Review

  • The best thing about THE VIRGINIAN is the pretty school teacher played by Barbara Britton, and very convincingly too. Shortly upon her arrival in town she's met by two cowboy friends, Sonny Tufts and Joel McCrea. As is standard for many a western, at first she and The Virginian (Joel McCrea) don't get on--sort of like an earlier screen western starring Errol Flynn and Olivia de Havilland ("Dodge City") where they meet and fall out immediately before winding up in love before the final reel.

    But, as is usual in these westerns, although she eventually falls for McCrea, she struggles against losing him in a fight with villainous Trampas (Brian Donlevy), always attired in black so we get the picture. But before the finish, she and the hero ride horseback into the setting sunset. The story has the flavor of a Zane Grey western novel, although penned by Owen Wister.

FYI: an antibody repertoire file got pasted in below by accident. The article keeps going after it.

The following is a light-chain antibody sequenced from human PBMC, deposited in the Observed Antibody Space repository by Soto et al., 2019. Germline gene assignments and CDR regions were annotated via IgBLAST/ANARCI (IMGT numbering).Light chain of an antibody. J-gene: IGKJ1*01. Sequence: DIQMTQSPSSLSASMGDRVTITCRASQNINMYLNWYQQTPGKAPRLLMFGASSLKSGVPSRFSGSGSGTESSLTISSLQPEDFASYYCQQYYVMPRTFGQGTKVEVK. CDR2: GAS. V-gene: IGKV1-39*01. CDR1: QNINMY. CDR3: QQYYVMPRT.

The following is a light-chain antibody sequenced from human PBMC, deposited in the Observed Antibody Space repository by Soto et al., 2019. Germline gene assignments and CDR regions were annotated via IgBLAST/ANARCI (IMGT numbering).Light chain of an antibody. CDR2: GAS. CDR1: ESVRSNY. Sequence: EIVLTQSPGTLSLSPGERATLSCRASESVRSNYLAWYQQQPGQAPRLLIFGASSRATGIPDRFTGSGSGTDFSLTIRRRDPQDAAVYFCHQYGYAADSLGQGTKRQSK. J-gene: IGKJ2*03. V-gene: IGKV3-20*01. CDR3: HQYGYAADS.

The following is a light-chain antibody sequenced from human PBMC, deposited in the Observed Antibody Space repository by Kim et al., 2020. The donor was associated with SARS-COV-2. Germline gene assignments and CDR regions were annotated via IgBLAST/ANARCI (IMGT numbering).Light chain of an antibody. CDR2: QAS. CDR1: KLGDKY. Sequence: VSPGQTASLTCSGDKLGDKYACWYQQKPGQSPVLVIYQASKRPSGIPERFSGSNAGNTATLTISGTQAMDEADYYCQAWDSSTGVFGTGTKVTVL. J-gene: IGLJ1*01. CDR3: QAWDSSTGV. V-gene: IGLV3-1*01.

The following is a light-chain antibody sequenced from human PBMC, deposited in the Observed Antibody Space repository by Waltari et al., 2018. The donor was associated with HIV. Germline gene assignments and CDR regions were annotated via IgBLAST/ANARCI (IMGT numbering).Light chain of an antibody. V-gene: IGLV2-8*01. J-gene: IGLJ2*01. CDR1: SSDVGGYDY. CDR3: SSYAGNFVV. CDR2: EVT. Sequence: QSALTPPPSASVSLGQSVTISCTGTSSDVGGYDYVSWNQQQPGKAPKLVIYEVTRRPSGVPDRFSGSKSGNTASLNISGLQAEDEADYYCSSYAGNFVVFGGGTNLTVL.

The simple tale has some nice performances from the star trio (McCrea, Britton and Tufts), but it's Fay Bainter and Henry O'Neill who give it a warm touch as a couple of homesteaders who take the schoolmarm in.

    Nothing about the tale suggests why it is such a classic by Owen Wister, especially in this rather humdrum version where the most striking asset is the beautiful Technicolor scenery. The plot is slight, to say the least, and there's little punch to the predictable ending.

    The only real surprise is the fact that McCrea's code of honor permits him to let his old friend hang for a rustling crime. It's the only original and surprising touch in the story.